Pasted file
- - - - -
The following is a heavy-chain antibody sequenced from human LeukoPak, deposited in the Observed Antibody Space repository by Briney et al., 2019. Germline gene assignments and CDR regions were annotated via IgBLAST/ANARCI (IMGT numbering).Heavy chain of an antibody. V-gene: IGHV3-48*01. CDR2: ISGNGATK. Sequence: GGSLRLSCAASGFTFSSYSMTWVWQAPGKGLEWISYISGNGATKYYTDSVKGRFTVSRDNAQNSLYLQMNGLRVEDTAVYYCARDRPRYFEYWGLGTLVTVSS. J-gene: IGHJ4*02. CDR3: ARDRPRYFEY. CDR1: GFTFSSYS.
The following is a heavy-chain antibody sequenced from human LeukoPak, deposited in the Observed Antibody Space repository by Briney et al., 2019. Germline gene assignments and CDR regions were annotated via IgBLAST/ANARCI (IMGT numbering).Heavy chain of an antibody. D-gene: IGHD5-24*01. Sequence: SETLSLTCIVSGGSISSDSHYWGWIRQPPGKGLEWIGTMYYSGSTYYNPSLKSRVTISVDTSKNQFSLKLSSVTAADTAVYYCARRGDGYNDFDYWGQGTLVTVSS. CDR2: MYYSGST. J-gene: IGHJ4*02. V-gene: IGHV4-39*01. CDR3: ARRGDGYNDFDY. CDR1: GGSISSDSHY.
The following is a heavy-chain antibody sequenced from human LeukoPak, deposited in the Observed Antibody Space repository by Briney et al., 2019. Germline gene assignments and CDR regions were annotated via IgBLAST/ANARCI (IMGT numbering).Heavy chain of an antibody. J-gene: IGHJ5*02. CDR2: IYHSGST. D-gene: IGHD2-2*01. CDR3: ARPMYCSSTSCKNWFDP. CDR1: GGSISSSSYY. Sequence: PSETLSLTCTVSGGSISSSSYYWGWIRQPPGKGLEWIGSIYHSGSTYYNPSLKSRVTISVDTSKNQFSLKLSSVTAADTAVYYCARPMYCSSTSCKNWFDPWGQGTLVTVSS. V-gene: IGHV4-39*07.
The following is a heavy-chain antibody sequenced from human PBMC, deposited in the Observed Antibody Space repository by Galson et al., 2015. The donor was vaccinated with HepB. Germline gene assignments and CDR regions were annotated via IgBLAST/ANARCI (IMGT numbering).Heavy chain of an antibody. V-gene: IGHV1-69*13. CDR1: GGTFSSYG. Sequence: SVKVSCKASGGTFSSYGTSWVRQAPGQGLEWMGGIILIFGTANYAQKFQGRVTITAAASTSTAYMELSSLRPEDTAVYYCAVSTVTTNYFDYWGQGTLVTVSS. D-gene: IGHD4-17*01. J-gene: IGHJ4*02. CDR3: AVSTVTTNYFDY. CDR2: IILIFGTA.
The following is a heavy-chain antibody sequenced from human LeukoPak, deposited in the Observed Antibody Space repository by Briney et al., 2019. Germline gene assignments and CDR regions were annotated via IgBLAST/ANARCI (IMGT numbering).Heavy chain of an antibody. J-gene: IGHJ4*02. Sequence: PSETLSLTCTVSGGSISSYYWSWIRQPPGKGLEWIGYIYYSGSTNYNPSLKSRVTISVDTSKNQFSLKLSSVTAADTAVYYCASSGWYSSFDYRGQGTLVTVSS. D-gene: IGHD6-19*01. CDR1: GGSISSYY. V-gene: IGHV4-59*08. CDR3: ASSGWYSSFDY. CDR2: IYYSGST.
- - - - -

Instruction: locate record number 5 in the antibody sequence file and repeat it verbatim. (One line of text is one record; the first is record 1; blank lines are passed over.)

The following is a heavy-chain antibody sequenced from human LeukoPak, deposited in the Observed Antibody Space repository by Briney et al., 2019. Germline gene assignments and CDR regions were annotated via IgBLAST/ANARCI (IMGT numbering).Heavy chain of an antibody. J-gene: IGHJ4*02. Sequence: PSETLSLTCTVSGGSISSYYWSWIRQPPGKGLEWIGYIYYSGSTNYNPSLKSRVTISVDTSKNQFSLKLSSVTAADTAVYYCASSGWYSSFDYRGQGTLVTVSS. D-gene: IGHD6-19*01. CDR1: GGSISSYY. V-gene: IGHV4-59*08. CDR3: ASSGWYSSFDY. CDR2: IYYSGST.